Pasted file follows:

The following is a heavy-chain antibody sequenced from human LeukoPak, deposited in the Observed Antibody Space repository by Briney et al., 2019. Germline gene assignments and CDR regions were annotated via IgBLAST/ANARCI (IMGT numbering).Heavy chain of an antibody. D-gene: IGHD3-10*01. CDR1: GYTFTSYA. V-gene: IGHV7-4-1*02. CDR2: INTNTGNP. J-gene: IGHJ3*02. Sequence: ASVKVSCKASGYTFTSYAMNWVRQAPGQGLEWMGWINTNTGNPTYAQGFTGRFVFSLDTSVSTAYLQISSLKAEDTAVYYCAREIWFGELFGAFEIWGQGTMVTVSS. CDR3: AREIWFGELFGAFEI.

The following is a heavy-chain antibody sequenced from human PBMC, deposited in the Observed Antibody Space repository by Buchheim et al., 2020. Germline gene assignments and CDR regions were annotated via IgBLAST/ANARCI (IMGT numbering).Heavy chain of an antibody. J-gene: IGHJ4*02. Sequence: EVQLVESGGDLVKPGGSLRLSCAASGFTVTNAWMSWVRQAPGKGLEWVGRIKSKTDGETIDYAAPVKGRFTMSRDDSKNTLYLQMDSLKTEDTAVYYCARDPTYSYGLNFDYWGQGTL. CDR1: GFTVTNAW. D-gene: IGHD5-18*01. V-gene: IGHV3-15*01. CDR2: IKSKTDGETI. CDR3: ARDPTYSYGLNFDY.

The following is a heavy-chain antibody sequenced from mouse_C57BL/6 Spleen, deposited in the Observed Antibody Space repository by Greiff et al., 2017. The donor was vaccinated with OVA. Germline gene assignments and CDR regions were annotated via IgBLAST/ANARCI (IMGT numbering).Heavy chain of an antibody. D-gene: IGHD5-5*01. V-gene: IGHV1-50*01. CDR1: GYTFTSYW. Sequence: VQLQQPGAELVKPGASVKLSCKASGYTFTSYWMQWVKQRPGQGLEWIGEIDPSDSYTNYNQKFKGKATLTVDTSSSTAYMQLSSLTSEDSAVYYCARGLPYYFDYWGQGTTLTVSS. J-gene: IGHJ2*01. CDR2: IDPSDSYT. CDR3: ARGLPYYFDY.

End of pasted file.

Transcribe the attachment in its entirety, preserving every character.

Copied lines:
The following is a heavy-chain antibody sequenced from human LeukoPak, deposited in the Observed Antibody Space repository by Briney et al., 2019. Germline gene assignments and CDR regions were annotated via IgBLAST/ANARCI (IMGT numbering).Heavy chain of an antibody. D-gene: IGHD3-10*01. CDR1: GYTFTSYA. V-gene: IGHV7-4-1*02. CDR2: INTNTGNP. J-gene: IGHJ3*02. Sequence: ASVKVSCKASGYTFTSYAMNWVRQAPGQGLEWMGWINTNTGNPTYAQGFTGRFVFSLDTSVSTAYLQISSLKAEDTAVYYCAREIWFGELFGAFEIWGQGTMVTVSS. CDR3: AREIWFGELFGAFEI.

The following is a heavy-chain antibody sequenced from human PBMC, deposited in the Observed Antibody Space repository by Buchheim et al., 2020. Germline gene assignments and CDR regions were annotated via IgBLAST/ANARCI (IMGT numbering).Heavy chain of an antibody. J-gene: IGHJ4*02. Sequence: EVQLVESGGDLVKPGGSLRLSCAASGFTVTNAWMSWVRQAPGKGLEWVGRIKSKTDGETIDYAAPVKGRFTMSRDDSKNTLYLQMDSLKTEDTAVYYCARDPTYSYGLNFDYWGQGTL. CDR1: GFTVTNAW. D-gene: IGHD5-18*01. V-gene: IGHV3-15*01. CDR2: IKSKTDGETI. CDR3: ARDPTYSYGLNFDY.

The following is a heavy-chain antibody sequenced from mouse_C57BL/6 Spleen, deposited in the Observed Antibody Space repository by Greiff et al., 2017. The donor was vaccinated with OVA. Germline gene assignments and CDR regions were annotated via IgBLAST/ANARCI (IMGT numbering).Heavy chain of an antibody. D-gene: IGHD5-5*01. V-gene: IGHV1-50*01. CDR1: GYTFTSYW. Sequence: VQLQQPGAELVKPGASVKLSCKASGYTFTSYWMQWVKQRPGQGLEWIGEIDPSDSYTNYNQKFKGKATLTVDTSSSTAYMQLSSLTSEDSAVYYCARGLPYYFDYWGQGTTLTVSS. J-gene: IGHJ2*01. CDR2: IDPSDSYT. CDR3: ARGLPYYFDY.